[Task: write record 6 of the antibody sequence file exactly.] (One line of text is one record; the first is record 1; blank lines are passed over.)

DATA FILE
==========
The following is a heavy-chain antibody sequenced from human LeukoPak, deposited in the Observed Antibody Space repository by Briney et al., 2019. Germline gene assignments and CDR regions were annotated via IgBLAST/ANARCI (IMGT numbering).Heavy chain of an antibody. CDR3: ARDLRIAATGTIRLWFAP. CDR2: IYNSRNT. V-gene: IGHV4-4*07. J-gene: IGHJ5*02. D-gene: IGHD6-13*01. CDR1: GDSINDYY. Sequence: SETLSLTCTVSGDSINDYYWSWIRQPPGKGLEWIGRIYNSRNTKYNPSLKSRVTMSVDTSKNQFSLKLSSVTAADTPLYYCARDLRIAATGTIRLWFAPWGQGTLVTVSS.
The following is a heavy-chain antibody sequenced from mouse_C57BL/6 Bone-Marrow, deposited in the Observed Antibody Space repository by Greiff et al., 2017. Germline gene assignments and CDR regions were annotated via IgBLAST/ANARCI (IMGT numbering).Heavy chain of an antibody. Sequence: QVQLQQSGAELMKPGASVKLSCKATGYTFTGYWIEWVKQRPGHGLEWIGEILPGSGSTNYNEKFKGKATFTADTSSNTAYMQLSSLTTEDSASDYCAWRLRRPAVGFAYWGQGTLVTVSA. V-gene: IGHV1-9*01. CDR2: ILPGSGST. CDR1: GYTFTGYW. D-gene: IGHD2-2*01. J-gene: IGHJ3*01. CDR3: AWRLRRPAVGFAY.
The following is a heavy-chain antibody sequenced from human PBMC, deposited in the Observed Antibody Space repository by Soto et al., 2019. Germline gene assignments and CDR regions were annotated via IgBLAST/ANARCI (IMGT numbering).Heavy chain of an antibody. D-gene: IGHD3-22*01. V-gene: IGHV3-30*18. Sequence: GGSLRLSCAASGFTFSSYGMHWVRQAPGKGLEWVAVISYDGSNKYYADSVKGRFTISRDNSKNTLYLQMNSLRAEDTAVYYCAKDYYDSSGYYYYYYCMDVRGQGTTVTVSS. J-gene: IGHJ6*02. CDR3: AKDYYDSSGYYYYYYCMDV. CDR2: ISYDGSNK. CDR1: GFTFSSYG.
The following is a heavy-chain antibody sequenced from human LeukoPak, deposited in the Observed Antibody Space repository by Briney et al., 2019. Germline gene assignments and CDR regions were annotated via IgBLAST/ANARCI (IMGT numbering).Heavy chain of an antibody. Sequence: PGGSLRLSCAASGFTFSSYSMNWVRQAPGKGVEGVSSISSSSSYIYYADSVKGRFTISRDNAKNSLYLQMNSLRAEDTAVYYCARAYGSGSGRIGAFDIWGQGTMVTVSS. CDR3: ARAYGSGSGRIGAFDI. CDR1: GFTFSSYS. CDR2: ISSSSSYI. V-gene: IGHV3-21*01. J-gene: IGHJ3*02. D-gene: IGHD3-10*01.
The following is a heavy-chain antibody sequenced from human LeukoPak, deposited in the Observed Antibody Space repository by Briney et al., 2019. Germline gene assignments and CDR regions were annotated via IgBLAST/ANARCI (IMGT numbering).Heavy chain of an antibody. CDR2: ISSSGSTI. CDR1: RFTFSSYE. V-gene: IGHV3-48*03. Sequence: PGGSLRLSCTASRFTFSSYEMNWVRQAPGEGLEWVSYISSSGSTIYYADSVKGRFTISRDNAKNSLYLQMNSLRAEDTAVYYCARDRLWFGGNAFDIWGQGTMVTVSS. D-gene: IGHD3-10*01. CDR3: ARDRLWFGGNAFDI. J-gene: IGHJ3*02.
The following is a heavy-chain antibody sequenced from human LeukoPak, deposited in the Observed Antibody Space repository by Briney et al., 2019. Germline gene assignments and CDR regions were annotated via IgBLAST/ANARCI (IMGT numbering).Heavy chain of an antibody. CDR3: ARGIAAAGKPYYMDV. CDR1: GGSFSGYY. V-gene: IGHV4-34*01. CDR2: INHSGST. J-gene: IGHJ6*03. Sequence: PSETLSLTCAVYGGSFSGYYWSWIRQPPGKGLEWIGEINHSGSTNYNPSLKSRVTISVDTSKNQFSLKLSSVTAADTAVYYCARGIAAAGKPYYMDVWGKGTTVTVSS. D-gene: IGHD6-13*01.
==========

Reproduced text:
The following is a heavy-chain antibody sequenced from human LeukoPak, deposited in the Observed Antibody Space repository by Briney et al., 2019. Germline gene assignments and CDR regions were annotated via IgBLAST/ANARCI (IMGT numbering).Heavy chain of an antibody. CDR3: ARGIAAAGKPYYMDV. CDR1: GGSFSGYY. V-gene: IGHV4-34*01. CDR2: INHSGST. J-gene: IGHJ6*03. Sequence: PSETLSLTCAVYGGSFSGYYWSWIRQPPGKGLEWIGEINHSGSTNYNPSLKSRVTISVDTSKNQFSLKLSSVTAADTAVYYCARGIAAAGKPYYMDVWGKGTTVTVSS. D-gene: IGHD6-13*01.